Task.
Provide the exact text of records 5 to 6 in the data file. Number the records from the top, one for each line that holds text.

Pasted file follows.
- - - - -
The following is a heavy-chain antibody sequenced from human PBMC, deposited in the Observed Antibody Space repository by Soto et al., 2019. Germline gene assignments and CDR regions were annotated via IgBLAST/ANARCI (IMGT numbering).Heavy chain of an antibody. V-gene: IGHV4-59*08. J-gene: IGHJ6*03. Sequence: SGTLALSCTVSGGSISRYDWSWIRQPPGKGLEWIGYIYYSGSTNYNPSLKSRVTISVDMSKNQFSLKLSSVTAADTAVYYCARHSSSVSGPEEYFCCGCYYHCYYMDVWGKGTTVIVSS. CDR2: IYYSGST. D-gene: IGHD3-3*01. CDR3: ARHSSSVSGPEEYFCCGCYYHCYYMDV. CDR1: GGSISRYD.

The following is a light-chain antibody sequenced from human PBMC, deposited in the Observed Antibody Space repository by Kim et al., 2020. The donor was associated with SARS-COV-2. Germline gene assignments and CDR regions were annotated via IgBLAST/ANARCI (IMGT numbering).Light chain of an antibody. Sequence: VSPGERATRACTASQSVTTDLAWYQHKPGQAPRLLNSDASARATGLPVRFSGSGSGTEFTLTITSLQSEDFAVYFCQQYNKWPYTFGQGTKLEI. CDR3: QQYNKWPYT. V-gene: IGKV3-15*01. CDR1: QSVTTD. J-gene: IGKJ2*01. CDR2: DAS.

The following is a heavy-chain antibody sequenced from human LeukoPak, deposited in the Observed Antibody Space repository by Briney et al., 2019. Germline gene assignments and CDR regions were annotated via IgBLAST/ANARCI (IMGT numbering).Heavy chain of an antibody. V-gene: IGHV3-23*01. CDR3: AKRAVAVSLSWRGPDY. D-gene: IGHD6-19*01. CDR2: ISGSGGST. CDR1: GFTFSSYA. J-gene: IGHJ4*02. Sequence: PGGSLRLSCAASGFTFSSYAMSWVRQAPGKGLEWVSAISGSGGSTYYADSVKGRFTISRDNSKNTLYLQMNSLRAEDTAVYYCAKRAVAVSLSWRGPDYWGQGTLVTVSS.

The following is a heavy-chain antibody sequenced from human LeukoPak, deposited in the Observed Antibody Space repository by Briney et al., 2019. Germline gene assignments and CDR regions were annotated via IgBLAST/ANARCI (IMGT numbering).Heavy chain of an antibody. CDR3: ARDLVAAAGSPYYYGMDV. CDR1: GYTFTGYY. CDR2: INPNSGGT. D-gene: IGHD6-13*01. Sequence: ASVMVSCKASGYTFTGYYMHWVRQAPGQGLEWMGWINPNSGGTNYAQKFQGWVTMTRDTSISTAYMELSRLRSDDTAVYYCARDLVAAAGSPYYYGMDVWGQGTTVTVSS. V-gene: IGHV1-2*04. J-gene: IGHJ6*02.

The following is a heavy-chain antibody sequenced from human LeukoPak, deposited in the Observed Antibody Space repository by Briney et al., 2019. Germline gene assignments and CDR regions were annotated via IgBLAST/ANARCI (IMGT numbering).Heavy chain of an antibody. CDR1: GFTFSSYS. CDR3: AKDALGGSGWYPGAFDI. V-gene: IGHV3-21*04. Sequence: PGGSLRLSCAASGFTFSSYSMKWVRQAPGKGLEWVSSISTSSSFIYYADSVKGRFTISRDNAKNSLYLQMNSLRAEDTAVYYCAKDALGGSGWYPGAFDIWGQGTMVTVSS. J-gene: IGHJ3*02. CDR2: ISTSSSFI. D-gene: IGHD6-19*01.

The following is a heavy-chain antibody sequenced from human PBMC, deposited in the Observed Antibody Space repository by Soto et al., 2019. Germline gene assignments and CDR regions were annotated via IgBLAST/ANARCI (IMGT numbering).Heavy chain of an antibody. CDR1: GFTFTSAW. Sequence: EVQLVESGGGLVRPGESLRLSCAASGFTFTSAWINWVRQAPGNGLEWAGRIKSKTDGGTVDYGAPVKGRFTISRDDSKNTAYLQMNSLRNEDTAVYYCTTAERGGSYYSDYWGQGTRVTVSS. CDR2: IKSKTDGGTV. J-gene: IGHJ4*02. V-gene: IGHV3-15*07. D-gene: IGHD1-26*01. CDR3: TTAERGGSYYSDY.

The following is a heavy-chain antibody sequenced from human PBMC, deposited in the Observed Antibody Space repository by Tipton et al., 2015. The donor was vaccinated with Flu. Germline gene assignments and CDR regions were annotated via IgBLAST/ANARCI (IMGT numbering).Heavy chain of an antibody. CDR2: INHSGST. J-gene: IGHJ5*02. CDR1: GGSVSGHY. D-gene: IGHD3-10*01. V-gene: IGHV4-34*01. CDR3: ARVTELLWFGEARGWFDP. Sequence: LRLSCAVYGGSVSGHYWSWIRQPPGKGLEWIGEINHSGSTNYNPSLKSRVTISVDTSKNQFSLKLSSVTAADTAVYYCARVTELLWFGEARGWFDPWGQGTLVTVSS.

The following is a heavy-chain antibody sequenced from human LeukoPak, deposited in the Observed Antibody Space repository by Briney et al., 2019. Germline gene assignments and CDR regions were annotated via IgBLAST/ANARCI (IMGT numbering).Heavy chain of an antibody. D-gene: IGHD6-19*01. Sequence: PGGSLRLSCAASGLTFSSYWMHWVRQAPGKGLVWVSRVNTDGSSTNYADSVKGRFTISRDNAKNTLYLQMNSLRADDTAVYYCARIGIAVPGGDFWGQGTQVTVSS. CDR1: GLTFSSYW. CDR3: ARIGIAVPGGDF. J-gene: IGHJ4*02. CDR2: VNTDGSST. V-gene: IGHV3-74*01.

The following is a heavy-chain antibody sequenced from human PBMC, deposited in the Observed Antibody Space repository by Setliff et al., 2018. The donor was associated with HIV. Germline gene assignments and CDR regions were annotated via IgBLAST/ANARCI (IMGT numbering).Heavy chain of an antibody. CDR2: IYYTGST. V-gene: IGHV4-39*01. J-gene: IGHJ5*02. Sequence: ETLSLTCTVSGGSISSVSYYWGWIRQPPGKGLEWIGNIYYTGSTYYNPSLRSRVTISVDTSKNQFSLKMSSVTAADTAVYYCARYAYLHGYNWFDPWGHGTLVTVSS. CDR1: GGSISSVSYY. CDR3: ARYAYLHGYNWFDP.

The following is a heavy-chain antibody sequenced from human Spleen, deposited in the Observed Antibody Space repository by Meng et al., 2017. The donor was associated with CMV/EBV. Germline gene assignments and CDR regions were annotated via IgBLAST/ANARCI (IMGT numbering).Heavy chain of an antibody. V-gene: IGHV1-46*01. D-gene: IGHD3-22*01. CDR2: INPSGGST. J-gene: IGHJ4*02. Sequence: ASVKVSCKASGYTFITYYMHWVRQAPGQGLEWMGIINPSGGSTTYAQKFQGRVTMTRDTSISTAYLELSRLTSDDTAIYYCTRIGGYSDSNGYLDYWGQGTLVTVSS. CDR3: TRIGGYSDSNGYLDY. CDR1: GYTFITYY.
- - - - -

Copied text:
The following is a heavy-chain antibody sequenced from human LeukoPak, deposited in the Observed Antibody Space repository by Briney et al., 2019. Germline gene assignments and CDR regions were annotated via IgBLAST/ANARCI (IMGT numbering).Heavy chain of an antibody. CDR1: GFTFSSYS. CDR3: AKDALGGSGWYPGAFDI. V-gene: IGHV3-21*04. Sequence: PGGSLRLSCAASGFTFSSYSMKWVRQAPGKGLEWVSSISTSSSFIYYADSVKGRFTISRDNAKNSLYLQMNSLRAEDTAVYYCAKDALGGSGWYPGAFDIWGQGTMVTVSS. J-gene: IGHJ3*02. CDR2: ISTSSSFI. D-gene: IGHD6-19*01.

The following is a heavy-chain antibody sequenced from human PBMC, deposited in the Observed Antibody Space repository by Soto et al., 2019. Germline gene assignments and CDR regions were annotated via IgBLAST/ANARCI (IMGT numbering).Heavy chain of an antibody. CDR1: GFTFTSAW. Sequence: EVQLVESGGGLVRPGESLRLSCAASGFTFTSAWINWVRQAPGNGLEWAGRIKSKTDGGTVDYGAPVKGRFTISRDDSKNTAYLQMNSLRNEDTAVYYCTTAERGGSYYSDYWGQGTRVTVSS. CDR2: IKSKTDGGTV. J-gene: IGHJ4*02. V-gene: IGHV3-15*07. D-gene: IGHD1-26*01. CDR3: TTAERGGSYYSDY.